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Asian Art

Scene from the Battle of Yashima from the Tale of the Heike

late 17th–early 18th century

Six-panel folding screen: ink, color, and gold pigments and flakes on paper

unframed: 37 7/16 × 111 1/4 in. (95.1 × 282.6 cm)
Leonard C. Hanna, Jr., Class of 1913, Fund
This screen panel depicts the penultimate battle during the Genpei Wars (1180–85), when Minamoto no Yoshitsune is saved by one of his retainers, Sato Tsugunobu, who had inserted himself between an enemy arrow and his master. The valiant retainer is shown plummeting off his horse at the center of the screen. One of the central themes of the painting is the samurai code—especially the relationship between the lord and retainer—demonstrating the concerns and ideals of the military class at a time when betrayal was a real threat. When the screen was painted, however, the peaceful Edo life rendered such relationships irrelevant, weakening the shogunate’s control over its vassals. In the centuries before the Edo period, Zen Buddhism and the tea protocol emphasized the bond between teacher and student, rather than the bond between lord and retainer, making both practices popular among the samurai as well as the Buddhists.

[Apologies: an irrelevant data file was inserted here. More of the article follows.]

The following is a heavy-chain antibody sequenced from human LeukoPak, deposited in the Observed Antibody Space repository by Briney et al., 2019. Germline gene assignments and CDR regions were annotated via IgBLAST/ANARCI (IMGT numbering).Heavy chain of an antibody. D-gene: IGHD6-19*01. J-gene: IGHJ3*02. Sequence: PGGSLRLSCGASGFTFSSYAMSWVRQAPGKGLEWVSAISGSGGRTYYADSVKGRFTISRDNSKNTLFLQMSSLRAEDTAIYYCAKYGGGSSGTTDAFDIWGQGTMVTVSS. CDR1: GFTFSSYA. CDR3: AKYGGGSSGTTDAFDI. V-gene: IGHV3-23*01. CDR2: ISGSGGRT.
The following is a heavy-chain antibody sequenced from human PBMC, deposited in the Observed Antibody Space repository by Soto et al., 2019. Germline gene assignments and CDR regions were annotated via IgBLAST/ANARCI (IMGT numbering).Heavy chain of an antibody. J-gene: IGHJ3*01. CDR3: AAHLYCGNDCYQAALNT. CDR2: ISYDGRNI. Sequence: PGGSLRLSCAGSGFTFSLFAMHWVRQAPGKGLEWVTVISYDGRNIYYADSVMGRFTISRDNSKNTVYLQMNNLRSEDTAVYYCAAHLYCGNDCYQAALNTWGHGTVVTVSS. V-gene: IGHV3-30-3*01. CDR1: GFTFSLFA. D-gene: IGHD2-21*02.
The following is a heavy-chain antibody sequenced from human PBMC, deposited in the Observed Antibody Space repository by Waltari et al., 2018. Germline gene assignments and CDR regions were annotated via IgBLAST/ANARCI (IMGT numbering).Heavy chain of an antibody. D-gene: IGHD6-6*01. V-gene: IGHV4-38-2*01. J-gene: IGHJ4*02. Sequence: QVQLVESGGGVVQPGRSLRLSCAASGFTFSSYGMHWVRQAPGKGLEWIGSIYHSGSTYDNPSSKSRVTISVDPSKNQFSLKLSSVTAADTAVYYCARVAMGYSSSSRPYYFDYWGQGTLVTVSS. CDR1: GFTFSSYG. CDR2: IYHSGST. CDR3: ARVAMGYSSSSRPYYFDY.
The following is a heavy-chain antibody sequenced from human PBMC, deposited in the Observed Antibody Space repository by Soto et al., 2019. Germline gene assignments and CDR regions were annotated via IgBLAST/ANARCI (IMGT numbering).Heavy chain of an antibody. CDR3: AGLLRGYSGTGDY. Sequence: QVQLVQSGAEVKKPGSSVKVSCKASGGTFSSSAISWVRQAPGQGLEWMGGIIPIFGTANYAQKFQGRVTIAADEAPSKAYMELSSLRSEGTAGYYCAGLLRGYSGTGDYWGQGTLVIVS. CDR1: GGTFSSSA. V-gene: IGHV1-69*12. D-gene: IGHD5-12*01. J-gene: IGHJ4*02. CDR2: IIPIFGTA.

Not on view
Edo period (1615–1868)

Private collection, Great Britain; acquired in London, ca. 1989-99 by Leighton R. Longhi, New York; purchased in 2002 by the Yale University Art Gallery, New Haven, Conn.


Edward Kamens, “ ‘The Tale of Genji’ and ‘Yashima’ Screens in Local and Global Contexts,” Yale University Art Gallery Bulletin (2007): 100, 104–5, 112, 114, 117–18, fig. 3.

Art for Yale: Collecting for a New Century, exh. cat. (New Haven, Conn.: Yale University Art Gallery, 2007), 158–59, 378–79, pl. 142.

Sadako Ohki, “Japanese Art at Yale,” Yale University Art Gallery Bulletin (2007): 42.

Note: This electronic record was created from historic documentation that does not necessarily reflect the Yale University Art Gallery’s complete or current knowledge about the object. Review and updating of such records is ongoing.